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Environmental fate & pathways

Phototransformation in water

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The experimentally determined phototransformation half-life of NP in water is between 15 and 20 h corresponding to a rate constant of ca. 0.9 h-1. No photodegradation of NPE-1 was observed, and correspondingly it is not expected to occur for NPEO. Overall, aquatic phototransformation is not expected to represent a relevant route of degradation of NPEO in the environment.

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A study was conducted to assess the rates of photochemical transformation of NP (a mixture of differently branched isomers) and nonyl phenol, branched 1 EO (NPE-1) (isolated from a commercial mixture) in natural waters. The phototransformation experiments were conducted both in the presence of sunlight and artificial light. In the sunlight test, quartz tubes containing the solutions of NP or NPE-1 in filtered lake water were exposed to sunlight (average sun irradiation intensities were 0.705 kW/m2 and 0.760 kW/m2) at a depth of 20-25 cm (in Chriesbach Creek, Switzerland) or at the surface (in shallow flat-bottomed container filled with tap water) of water. In the laboratory experiment using a merry-go-round reactor (MGRR), the solutions of NP and NPE-1 in distilled water (for direct photolysis) or filtered lake water (for sensitized photolysis) were exposed to the mercury lamp (700 W) light (10 times more light intensity than sunlight during a sunny summer day). Quantitative determinations of the analytes were performed by normal-phase HPLC after a simple extraction of the water samples with n-hexane.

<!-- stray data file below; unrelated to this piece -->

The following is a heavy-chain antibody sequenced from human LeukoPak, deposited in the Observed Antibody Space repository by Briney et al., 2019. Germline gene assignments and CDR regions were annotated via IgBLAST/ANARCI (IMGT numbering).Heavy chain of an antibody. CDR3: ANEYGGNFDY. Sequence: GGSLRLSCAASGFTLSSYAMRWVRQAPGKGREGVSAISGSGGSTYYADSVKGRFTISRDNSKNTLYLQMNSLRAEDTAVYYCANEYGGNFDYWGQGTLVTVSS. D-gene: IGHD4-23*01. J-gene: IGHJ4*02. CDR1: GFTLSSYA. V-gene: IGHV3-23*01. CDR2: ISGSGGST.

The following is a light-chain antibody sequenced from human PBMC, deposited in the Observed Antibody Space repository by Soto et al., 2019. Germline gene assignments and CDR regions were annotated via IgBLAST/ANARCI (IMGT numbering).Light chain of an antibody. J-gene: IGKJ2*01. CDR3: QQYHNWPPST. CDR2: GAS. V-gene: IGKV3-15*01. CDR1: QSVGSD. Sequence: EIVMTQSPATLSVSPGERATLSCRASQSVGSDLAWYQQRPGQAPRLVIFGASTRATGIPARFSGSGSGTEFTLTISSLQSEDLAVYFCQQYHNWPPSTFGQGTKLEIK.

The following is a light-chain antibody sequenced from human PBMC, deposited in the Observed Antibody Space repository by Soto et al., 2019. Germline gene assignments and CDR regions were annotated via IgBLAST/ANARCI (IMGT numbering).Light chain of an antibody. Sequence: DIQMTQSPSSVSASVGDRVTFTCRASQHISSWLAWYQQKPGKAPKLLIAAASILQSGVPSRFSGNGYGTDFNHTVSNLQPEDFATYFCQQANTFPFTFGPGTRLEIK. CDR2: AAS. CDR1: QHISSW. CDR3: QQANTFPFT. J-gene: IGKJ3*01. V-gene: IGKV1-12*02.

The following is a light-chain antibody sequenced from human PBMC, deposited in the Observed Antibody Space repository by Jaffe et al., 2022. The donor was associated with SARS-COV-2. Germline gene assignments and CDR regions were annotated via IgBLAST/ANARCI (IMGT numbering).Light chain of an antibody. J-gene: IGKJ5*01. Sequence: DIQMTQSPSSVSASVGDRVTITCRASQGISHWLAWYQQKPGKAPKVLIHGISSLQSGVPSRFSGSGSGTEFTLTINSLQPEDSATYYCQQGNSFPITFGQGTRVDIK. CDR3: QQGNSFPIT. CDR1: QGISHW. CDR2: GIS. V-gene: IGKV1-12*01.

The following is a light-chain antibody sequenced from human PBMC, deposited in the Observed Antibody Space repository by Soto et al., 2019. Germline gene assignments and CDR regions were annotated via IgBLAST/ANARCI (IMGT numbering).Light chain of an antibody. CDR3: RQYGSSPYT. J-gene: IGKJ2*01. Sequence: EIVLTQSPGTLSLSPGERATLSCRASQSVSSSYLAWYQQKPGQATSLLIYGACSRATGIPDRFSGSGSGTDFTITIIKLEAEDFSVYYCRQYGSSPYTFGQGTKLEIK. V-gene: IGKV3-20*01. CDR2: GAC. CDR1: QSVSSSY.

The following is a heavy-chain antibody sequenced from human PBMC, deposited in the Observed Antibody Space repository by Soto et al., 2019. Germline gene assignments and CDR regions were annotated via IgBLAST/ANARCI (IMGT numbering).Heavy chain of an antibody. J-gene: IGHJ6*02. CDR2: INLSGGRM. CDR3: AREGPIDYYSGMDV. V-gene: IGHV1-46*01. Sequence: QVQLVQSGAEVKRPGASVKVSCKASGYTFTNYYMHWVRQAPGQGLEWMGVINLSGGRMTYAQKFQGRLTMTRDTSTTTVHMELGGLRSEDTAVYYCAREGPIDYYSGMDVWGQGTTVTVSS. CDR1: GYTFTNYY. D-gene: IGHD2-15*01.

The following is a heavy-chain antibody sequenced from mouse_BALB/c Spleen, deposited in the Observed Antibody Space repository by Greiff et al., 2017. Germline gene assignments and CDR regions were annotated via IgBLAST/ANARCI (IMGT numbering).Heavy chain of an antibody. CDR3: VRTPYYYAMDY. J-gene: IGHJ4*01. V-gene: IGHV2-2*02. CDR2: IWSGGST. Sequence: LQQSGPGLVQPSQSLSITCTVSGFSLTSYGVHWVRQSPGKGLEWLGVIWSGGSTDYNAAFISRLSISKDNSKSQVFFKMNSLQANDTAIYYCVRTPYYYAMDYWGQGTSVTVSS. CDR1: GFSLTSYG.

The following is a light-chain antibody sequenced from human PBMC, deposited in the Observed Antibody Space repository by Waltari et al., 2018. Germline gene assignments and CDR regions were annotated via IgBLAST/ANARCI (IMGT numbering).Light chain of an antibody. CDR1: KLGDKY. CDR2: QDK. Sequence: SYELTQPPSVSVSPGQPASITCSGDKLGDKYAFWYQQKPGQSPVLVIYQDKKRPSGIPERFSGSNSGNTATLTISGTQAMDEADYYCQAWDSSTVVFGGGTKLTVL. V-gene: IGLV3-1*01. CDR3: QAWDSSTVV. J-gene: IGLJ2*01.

The first-order rate constant of sunlight photolysis (kp) for NP was estimated to be 0.09 h-1. This corresponds to a half-life of 10-15 h under continuous clear sky, noon and summer sunlight in the surface layer of natural waters. The photolysis rate in the deeper layers was strongly attenuated, being approximately 1.5 times slower (kp = 0.06-0.05 h-1) at depths of 20-25 cm than at the surface. The photochemical degradation of NPE-1 was found to be insignificant. The laboratory experiments using artificial light showed that the photochemical degradation of both NP and NPE-1 was due mainly to sensitized photolysis whilst direct photolysis was comparatively slow. The data generated with artificial light can only be considered to be of qualitative nature since the chosen conditions are different from natural sunlight and are not recommended for standard testing (Ahel M et al., 1994).